Moving Beyond RACI in ITIL v3, Part IIWhile effective, ITIL v3 doesn't explain how to use RACI very well. ITSMWatch guest columnist D'Arcy McCallum of Consulting-Portal strives to clarify in part two of this two-part series.
RACI is an acronym. The four letters represent the four different types of involvement a person or role might be engaged in for activities within the execution of a process. These four types of involvement are: Responsible, Accountable, Consulted and Informed.
If you remember that the intent of the RACI map is to show the mapping of roles to activities and not the mapping of people to activities. You probably dont want multiple roles to have responsibility for a particular activity based on the very sound adage that what is everyones responsibility is no ones responsibility. The practice I suggest is if there is an overlap of responsibility between two roles you should break the activity set down so that the responsibility is clearly, unambiguously and singularly defined.
So far we really havent gone beyond RACI. Lets do that now.
When you expect a person to fill a role within a process and have assigned an R to them for that activity what does that mean? Well, the documentation tells you that the R means that they execute the activity. They are responsible for it. However, saying that in the documentation of the process does not necessarily make it so. So, when you expect a person to fill a role within a process and have tagged that role with an R for an activity, what do you have to do to make that happen?
Probably the first thing is to understand what responsibility really means. Responsibility is not something that you can actually assign to someone. Responsibility, in fact, has to come from within. It describes a pattern of behavior. This should be no surprise since it is the term we use when talking what we think of someone―their reputation. When we say that one of the things we like about Mary is that she is responsible, we mean that, she holds a personal commitment to doing something to some standard of quality.
That is something that you cannot assign to someone, but you can observe of them. And while you cannot assign responsibility, you can and do assign accountability. And we mean accountability here, not in the overall sense that the RACI model uses for the whole process, but the expectation that a person will execute the activity assigned to them to a standard of quality. In that context, it is fundamental this standard of quality be clearly defined.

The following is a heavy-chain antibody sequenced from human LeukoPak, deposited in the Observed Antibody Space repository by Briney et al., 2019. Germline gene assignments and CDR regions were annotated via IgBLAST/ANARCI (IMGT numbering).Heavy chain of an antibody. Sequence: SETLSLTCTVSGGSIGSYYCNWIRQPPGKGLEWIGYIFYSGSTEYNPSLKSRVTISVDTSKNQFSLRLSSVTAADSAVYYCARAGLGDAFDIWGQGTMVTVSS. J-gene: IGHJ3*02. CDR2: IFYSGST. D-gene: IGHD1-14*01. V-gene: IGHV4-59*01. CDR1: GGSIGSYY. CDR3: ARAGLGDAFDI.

Furthermore, making sure that the understanding of that standard by the person executing the task and the understanding of that standard by the organization have to match exactly. Any vagueness in the standard or any discrepancy in understanding between the individual and the organization will almost certainly cause grief sooner or later. But there is more to it than that. That balance of responsibility and accountability is necessary but not sufficient.
Any person that you designate to fill that role and execute that activity has to be made aware of it in two senses: First that they are expected to fill that role either full time, or from time-to-time, and second they have to be made aware when they in fact are filing that role for a specific instance of the process.
In addition, you have to ensure this person has the authority to execute the activity. Anyone else who has a part to play in that activity―that is,who has to be Consulted or Informed or who has the overall Accountability for the process―is aware of this. Also anyone in a governance or audit position should also be aware that this person has been so authorized.